As a follow-on to last week’s quint-seal guidance, the Bureau of Industry and Security (BIS) published best practice guidance to help prevent high-priority items from being diverted to Russia. The latest guidance focuses on exports of the following high-priority items to counterparties in countries outside the Global Export Controls Coalition (GECC):[1]

HS CodeHS Description and Representative Part
8542.31Electronic integrated circuits: Processors and controllers, whether or not combined with memories, convertors, logic circuits, amplifiers, clock and timing circuits, or other circuits
8542.32Electronic integrated circuits: Memories
8542.33Electronic integrated circuits: Amplifiers
8542.39Electronic integrated circuits: Other
8517.62Machines for the reception, conversion and transmission or regeneration of voice, images, or other data, including switching and routing apparatus
8526.91Radar apparatus, radio navigational aid apparatus and radio remote control apparatus: Radio navigational aid apparatus
8532.21Other fixed capacitors: Tantalum capacitors
8532.24Other fixed capacitors: Ceramic dielectric, multilayer
8548.00Electrical parts of machinery or apparatus, not specified or included elsewhere in chapter 85

BIS recommends that exporters ask counterparties for a signed export control certification that includes the following information:

  • Customer’s full name, address, website, and role (e.g., purchasers, intermediate consignee, ultimate consignee, end user).
  • Activity the customer intends to take with the item (e.g., consumed, transformed into a different item, maintained for stock, resold, etc.).
  • Name and address of the known end user (if not the customer).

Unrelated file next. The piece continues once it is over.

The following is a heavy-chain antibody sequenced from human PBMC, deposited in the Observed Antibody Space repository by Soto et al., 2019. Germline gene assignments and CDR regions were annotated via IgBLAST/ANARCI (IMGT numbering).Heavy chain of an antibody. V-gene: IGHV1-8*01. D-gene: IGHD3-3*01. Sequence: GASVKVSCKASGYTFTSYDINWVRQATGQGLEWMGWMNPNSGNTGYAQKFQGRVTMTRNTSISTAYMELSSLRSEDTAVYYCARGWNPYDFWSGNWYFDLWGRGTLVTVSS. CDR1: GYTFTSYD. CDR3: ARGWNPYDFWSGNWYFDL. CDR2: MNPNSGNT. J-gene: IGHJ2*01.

• List of items covered by the transaction.
  • Customer confirmation that the item requires a license to export or reexport to Russia or Belarus.
  • Confirmation the customer will comply with the Export Administration Regulations (EAR).
  • Confirmation the customer will flow the EAR requirements down to its customers and other parties in subsequent transactions, including:
    • Screening subsequent parties against the Consolidated Screening List before any reexport or transfer (in-country) and comply with any restrictions on the parties;
    • Not providing the item for end use by or to end users of Russia’s or Belarus’s military, intelligence, or national police;
    • Not providing the item for end use by or end users tied to nuclear weapons, chemical and biological weapons, or missiles or unmanned aerial vehicles capable of a range of at least 300 kilometers (or when such range is unknown); and
    • Not providing the item for ultimate end use in Russia or Belarus or the temporarily occupied Crimea region of Ukraine or the so-called DNR or LNR regions of Ukraine.
  • The name, title, phone number, email address, and signature of the customer’s representative making the certification.

The guidance includes a sample written certification, which can be for the exporter’s industry. Exporters can also incorporate these items into their existing customer certifications or end-user statements. Exporters should review the information provided by the customer for errors, omissions, or “red flags.”

[1] The GECC countries are 27 EU member states, Australia, Canada, Iceland, Japan, Liechtenstein, New Zealand, Norway, South Korea, Switzerland, Taiwan, the United Kingdom, and the United States.